Why it matters that we understand people’s true epistemic aim

It’s difficult to get a man to understand something when his salary depends upon his not understanding it.

Upton Sinclair

If we want to get a man to understand something, but he gets paid to not understand it, then what should we do? I think that the first step is to understand that this man is not trying to believe the truth. Only then can we start to develop decent strategies.

Smart people have observed that it’s harmful to a society to have members who hold false beliefs and employ enabling epistemologies. This is because all of our success, as individuals and as groups, depends on the quality of our reasoning. False beliefs and faulty epistemology lead to poor reasoning and bad decisions.

Religious institutions can be seen as propagators of false beliefs and faulty epistemology. The strategy that the so-called ‘new atheists’ typically employ is to use careful reasoning to show that the claims that these religions make about the world are false.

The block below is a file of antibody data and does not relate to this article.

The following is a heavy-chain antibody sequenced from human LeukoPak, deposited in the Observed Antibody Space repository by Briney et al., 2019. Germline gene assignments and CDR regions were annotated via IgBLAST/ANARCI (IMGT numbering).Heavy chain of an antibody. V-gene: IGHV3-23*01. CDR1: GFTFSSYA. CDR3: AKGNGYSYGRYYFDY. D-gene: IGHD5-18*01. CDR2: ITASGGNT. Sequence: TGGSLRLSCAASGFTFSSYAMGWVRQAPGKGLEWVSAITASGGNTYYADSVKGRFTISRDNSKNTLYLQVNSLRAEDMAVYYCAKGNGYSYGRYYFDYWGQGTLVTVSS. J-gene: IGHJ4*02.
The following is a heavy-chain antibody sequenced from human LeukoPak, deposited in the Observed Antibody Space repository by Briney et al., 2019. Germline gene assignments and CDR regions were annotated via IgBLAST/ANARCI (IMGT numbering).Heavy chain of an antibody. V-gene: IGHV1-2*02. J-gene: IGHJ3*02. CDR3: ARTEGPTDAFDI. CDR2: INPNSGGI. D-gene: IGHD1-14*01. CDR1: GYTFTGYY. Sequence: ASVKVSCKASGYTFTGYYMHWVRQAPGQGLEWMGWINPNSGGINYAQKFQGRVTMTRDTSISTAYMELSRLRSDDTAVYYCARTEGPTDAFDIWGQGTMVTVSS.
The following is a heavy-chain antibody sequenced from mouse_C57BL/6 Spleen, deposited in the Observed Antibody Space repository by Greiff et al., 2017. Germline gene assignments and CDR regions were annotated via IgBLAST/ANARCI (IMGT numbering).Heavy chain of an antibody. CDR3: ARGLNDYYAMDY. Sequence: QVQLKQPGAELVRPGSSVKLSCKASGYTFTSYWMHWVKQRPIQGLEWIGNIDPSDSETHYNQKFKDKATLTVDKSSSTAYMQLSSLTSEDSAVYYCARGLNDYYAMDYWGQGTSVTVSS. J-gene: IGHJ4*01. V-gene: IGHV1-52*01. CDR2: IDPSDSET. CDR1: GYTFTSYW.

However, this strategy assumes that religious people are fundamentally aiming to believe what’s true, and are simply lacking information. I claim that in actuality, people are — and should be — aiming to believe what’s good for them. In that case, then the ‘new athieist’ strategy is missing the point and is unlikely to work.

Religious belief can provide significant benefits — things like existential comfort, community, and a psychological toolkit effective at dealing with life’s difficulties. It’s difficult to get a man to understand something when his social and existential security depends upon his not understanding it.

If my answer to the Peter Thiel question is right, then the way to reduce the prevalence and limit the propagation of faulty epistemology is to reduce the switching costs and provide greater switching benefits.

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